Yotam Ottolenghi’s grilled corn with tahini and soy butter and gomashio.
Yotam Ottolenghi’s grilled corn with tahini and soy butter and gomashio.

Make double the amount of butter and save the excess in the fridge to slather over grilled or roast vegetables, fish and meat.

Prep 15 min
Cook 15 min
Serves 8

For the corn
8 corn cobs, ideally with the husks attached
Salt
1 tbsp vegetable oil

For the tahini and soy butter
110g unsalted butter, at room temperature
2 tbsp tahini
2 tbsp soy sauce
1 tsp sesame oil
2 limes
– 1 squeezed, to get 1 tbsp juice, the other cut into quarters
1 tsp maple syrup

For the gomashio
3 tbsp white sesame seeds, toasted
1 tbsp black sesame seeds, toasted
1 ½ tbsp nori flakes
1 tsp coriander seeds
, toasted
1 tsp chilli flakes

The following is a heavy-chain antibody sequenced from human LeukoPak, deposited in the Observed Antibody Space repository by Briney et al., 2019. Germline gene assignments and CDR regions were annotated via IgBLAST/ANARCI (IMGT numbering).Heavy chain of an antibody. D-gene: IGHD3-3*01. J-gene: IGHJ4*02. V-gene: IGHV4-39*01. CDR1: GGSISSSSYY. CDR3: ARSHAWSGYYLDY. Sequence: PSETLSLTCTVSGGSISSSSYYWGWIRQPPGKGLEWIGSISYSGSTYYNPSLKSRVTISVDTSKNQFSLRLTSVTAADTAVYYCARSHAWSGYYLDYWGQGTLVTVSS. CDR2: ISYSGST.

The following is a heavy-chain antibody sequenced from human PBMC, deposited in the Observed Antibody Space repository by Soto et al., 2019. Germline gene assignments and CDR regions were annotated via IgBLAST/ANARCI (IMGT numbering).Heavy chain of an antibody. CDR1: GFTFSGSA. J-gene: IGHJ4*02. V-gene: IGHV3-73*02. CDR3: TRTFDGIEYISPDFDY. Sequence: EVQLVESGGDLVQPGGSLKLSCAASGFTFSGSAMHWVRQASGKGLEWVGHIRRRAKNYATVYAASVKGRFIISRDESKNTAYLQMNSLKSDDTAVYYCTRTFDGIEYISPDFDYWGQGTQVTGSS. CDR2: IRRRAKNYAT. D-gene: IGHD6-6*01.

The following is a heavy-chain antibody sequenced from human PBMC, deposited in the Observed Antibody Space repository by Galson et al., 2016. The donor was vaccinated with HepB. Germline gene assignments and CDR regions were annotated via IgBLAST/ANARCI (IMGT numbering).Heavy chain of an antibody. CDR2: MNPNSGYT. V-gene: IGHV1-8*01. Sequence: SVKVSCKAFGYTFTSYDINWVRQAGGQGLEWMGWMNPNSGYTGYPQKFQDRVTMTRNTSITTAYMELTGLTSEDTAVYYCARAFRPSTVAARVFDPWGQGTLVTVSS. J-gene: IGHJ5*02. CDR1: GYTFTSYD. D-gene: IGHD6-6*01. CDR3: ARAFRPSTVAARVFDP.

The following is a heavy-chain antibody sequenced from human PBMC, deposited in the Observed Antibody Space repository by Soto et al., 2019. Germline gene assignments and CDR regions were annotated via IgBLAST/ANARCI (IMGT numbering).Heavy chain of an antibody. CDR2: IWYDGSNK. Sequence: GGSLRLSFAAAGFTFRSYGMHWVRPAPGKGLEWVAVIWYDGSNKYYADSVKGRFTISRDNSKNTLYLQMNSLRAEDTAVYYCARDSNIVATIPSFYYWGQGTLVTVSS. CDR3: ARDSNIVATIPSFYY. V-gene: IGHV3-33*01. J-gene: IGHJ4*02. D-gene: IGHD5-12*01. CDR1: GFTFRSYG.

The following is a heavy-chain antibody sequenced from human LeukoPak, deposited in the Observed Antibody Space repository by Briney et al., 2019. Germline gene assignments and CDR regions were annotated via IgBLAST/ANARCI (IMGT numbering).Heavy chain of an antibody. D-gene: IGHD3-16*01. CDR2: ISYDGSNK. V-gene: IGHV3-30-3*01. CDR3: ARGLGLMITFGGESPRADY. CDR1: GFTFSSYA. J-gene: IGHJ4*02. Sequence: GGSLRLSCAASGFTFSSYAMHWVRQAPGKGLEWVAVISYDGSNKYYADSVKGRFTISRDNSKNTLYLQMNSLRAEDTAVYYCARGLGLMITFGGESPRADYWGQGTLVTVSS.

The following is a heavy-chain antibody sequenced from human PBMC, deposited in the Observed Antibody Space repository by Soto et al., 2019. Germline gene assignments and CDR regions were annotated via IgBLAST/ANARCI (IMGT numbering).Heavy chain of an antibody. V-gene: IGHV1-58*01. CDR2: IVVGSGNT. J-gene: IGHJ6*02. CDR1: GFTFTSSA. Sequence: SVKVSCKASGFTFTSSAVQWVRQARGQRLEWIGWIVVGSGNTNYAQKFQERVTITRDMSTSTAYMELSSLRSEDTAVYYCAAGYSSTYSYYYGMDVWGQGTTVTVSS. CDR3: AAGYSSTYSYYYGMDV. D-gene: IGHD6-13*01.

For the corn, put three litres of water and two tablespoons of salt in a large saucepan and bring to a boil. Working in batches, plunge the corn cobs into the boiling water, making sure they’re submerged, and cook for about three minutes. Using tongs, transfer to a large colander set over a bowl, leave to drain and repeat with the remaining corn.

Put a griddle pan on a high heat, or turn the oven grill to high. Pat dry the corn cobs, if necessary, brush all over with the vegetable oil and grill for about 10 minutes, turning often, so they get clear char marks on all sides.

Meanwhile, make the butter by mixing all the ingredients except the lime quarters in a small bowl.

Roughly bash all the ingredients for the gomashio in a mortar, so the seeds are mostly broken but not powdery (or pulse them a few times in a spice grinder).

Arrange the hot griddled corn on a platter and spread half the butter all over the top. Sprinkle over half the gomashio and serve with more butter and the remaining gomashio in separate bowls on the side.